There are many animals in the world and it can be very confusing at times to distinguish between them, as some look similar from a distance. It takes added knowledge to identify animals that look similar and sometimes you will have to delve into the science behind it. This article will highlight the differences, if any, between the bunny vs rabbit and the hare.

Bunnies vs Rabbits

Bunny vs rabbit – are they the same or not? Whereas bunny is a common name for rabbits, it is important to note that bunny is common when referring to a young rabbit or a baby rabbit while a rabbit refers to the mature version of the animal. Like many other mammals, the rabbit is furry. It has long ears with strong hind legs that facilitate its hopping movement.

Scientifically, the bunny vs rabbit comparison only refers to the animal’s maturity. This is because they both come from the same kingdom, phylum, genus, family, order, and class.

Rabbit vs Hare differences

While the rabbit and the hare may seem similar, a closer look at the two animals reveals great differences. The two have distinct features, adaptation, and behavior. For starters, the rabbit is more social and domesticated in comparison to the hare which is wild in descent and nature.

Wild hare

While rabbits may prefer soft foods and vegetables, the wildly bred hares prefer tough grass, barks of trees and twigs which are readily available in the forest. You may also find a hare eating low hanging fruits and seeds while some are carnivorous due to their extreme environment.

In terms of physical features, the rabbit is smaller with shorter ears while the hare tends to be bigger in body size and with longer ears. Newborn rabbits, commonly known as bunnies, are born furless and blind. This makes them dependent on their mothers while they grow and develop their adaptive features.

On the other hand, newborn hares, commonly referred to as leverets, are born fully functional – with a body full of fur and the ability to see. This makes them better placed in their wild environment. Leverets also walk within the first hour of their birth thus; they are independent creatures despite their age.

As an adaptation to their environment, hares have longer and stronger hind legs. This enables them to hop longer distances, and faster whenever they need to flee from danger.

On the flip side, rabbits have shorter hind legs and therefore hop shorter distances and prefer to go into their underground burrows for safety. The long ears of the hare are distinct in that they have dark marks while those of rabbits tend to sport the same color as the fur on their bodies.

Environmental Adaptation

The bunny vs rabbit vs hare differ when it comes to environmental adaptation. Due to their wild nature and the fact that they live outside, a hare’s fur tends to change color depending on the time of the year and the weather. For instance, their fur will turn white during winter while during the summer they turn brown or gray. Hares are also independent creatures that prefer solitude while rabbits thrive in numbers.

Hares tend to be nocturnal. This means that nighttime is feeding time and daytime is sleeping time. This is also an adaptive characteristic due to their wild environment. Nighttime activity minimizes the risk of falling prey to other larger animals. Rabbits, on the other hand, are active during the day and retreat to their shelter at night to sleep.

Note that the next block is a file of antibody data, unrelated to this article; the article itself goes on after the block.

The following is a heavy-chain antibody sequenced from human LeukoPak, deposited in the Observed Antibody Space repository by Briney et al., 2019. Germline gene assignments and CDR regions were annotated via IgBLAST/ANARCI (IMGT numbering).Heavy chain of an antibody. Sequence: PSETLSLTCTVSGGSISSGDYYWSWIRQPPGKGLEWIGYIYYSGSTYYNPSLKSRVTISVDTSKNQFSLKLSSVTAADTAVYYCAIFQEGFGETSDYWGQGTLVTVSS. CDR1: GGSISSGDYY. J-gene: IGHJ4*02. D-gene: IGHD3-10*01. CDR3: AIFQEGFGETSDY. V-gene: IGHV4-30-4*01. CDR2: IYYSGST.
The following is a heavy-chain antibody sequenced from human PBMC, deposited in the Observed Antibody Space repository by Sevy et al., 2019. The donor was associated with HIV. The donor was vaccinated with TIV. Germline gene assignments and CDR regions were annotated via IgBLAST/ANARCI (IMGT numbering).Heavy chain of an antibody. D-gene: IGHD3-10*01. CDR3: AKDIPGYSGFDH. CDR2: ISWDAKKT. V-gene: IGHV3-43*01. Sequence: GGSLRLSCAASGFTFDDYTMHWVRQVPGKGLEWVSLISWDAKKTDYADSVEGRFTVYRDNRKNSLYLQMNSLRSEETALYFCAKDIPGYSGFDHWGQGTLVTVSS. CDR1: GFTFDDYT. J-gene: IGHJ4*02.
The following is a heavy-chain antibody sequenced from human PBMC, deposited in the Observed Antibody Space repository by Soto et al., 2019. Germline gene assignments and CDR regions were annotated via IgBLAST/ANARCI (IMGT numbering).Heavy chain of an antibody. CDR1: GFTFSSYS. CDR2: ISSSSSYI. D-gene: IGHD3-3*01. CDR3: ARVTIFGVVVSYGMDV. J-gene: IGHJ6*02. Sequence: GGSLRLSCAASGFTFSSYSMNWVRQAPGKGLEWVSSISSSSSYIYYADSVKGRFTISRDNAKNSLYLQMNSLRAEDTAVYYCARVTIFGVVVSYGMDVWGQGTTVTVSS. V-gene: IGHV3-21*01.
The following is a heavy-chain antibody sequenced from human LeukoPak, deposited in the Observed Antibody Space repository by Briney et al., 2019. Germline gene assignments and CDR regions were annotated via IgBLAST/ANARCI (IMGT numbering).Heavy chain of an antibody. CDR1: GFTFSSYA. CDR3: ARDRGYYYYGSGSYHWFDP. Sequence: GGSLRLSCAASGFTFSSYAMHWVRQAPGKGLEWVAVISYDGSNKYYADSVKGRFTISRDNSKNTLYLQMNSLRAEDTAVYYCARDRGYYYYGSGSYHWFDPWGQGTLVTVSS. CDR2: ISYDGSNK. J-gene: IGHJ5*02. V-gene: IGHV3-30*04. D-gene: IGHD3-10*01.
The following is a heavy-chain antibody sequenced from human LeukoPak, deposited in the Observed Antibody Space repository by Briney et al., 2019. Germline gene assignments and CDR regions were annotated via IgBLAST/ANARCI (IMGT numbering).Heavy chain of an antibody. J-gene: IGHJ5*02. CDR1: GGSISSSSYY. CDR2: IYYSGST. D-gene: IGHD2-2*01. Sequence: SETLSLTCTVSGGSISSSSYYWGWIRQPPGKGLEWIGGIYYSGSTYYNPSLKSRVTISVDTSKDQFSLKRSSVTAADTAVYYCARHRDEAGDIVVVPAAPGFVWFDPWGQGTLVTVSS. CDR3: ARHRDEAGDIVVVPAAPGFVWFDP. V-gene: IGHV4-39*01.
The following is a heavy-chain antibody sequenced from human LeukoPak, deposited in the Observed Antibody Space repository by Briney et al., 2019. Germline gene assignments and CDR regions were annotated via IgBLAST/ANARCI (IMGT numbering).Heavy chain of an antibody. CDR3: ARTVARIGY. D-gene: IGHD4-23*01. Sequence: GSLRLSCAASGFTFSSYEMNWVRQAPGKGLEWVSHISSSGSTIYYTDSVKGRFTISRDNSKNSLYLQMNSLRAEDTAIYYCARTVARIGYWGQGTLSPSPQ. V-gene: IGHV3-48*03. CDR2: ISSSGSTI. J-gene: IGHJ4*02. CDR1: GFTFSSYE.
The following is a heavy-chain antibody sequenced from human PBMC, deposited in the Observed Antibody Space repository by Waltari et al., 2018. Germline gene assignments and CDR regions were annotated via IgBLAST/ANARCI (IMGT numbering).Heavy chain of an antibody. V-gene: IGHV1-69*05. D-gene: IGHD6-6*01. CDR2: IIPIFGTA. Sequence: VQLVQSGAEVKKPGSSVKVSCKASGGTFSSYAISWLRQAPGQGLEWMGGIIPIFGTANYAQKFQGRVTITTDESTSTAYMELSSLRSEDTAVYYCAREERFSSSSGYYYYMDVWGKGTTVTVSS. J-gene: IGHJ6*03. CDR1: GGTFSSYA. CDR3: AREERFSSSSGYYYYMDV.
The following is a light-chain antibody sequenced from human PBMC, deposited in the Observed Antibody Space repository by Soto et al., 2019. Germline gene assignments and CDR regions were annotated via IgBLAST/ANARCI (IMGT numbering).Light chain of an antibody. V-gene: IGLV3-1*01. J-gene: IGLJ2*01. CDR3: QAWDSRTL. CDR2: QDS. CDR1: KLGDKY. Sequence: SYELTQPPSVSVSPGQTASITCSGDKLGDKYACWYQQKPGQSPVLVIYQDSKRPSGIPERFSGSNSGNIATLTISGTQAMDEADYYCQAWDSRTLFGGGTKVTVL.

It is also important to note that the gestation period of a rabbit is different from that of a hare. Rabbits are pregnant for 30 days while hares go for up to 45 days during their pregnancy term.

While a rabbit can give birth to any number of bunnies between 4 and 12, a hare can only give birth to a maximum of six leverets at once. Despite the differences of the bunny and leveret at birth, both the rabbit and the hare nurture their young ones until they reach maturity.

Hares are naturally nervous creatures that are hard to keep as pets. They are difficult to domesticate due to their wild nature and are rarely sedentary. Rabbits are largely domestic animals that enjoy human attention. Both the rabbit and the hare enjoy their freedom and have certain survival instincts such as biting if they feel threatened or lying down and pretending they are dead.

Nevertheless, as we have seen, they are inherently different in their own unique ways.

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Miranda Hawkins
Miranda currently lives just outside Colorado Springs, Colorado with her husband, 8-year old son, and what she lovingly calls her “zoo.” Miranda grew up in the Midwest and always had animals around while growing up. After graduating from college, she married her husband Sam and they moved to the mountains of Colorado where Miranda became very involved with the regional rabbit rescues.

Currently, her “zoo” includes two dogs, one rambunctious cat, and three indoor rabbits. Oliver, a delightful Black Otter Holland Lop, and Juniper, a gorgeous Opal Satin Angora, are a bonded pair and have been together for three years.

She had the pleasure of adding an energetic Fawn Flemish Giant to her family one year ago, named Sir Gregor. He had been abandoned outside a pet store and was put up for adoption. Miranda feels very blessed to have this lovable lagomorph living amongst her family and is a strong advocate for educating people about rabbits and how special they truly are.

Miranda has put together a team of rabbit lovers and breeders from across the country and hopes you will find the information and resources on the JustRabbits.com site beneficial. She loves to hear from her readers and looks forward to seeing many more people become loving responsible bunny parents.